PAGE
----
Style and Music: Theory, History, and Ideology

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University of Chicago Press, 1996 - 376 pagine
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Leonard Meyer proposes a theory of style and style change that relates the choices made by composers to the constraints of psychology, cultural context, and musical traditions. He explores why, out of the abundance of compositional possibilities, composers choose to replicate some patterns and neglect others.

Meyer devotes the latter part of his book to a sketch-history of nineteenth-century music. He shows explicitly how the beliefs and attitudes of Romanticism influenced the choices of composers from Beethoven to Mahler and into our own time.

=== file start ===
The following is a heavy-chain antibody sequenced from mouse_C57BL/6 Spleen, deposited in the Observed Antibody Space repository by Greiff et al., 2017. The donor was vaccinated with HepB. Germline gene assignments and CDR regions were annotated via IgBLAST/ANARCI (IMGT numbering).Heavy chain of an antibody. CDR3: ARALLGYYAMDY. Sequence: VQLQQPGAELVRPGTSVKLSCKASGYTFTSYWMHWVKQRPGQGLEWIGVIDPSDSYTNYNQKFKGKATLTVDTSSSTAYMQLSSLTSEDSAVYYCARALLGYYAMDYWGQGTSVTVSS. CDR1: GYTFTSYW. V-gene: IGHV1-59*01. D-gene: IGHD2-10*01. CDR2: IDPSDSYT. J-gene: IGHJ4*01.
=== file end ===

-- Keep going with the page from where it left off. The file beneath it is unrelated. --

"A monumental work. . . . Most authors concede the relation of music to its cultural milieu, but few have probed so deeply in demonstrating this interaction."—Choice

"Probes the foundations of musical research precisely at the joints where theory and history fold into one another."—Kevin Korsyn, Journal of American Musicological Society

"A remarkably rich and multifaceted, yet unified argument. . . . No one else could have brought off this immense project with anything like Meyer's command."—Robert P. Morgan, Music Perception

"Anyone who attempts to deal with Romanticism in scholarly depth must bring to the task not only musical and historical expertise but unquenchable optimism. Because Leonard B. Meyer has those qualities in abundance, he has been able to offer fresh insight into the Romantic concept."—Donal Henahan, New York Times


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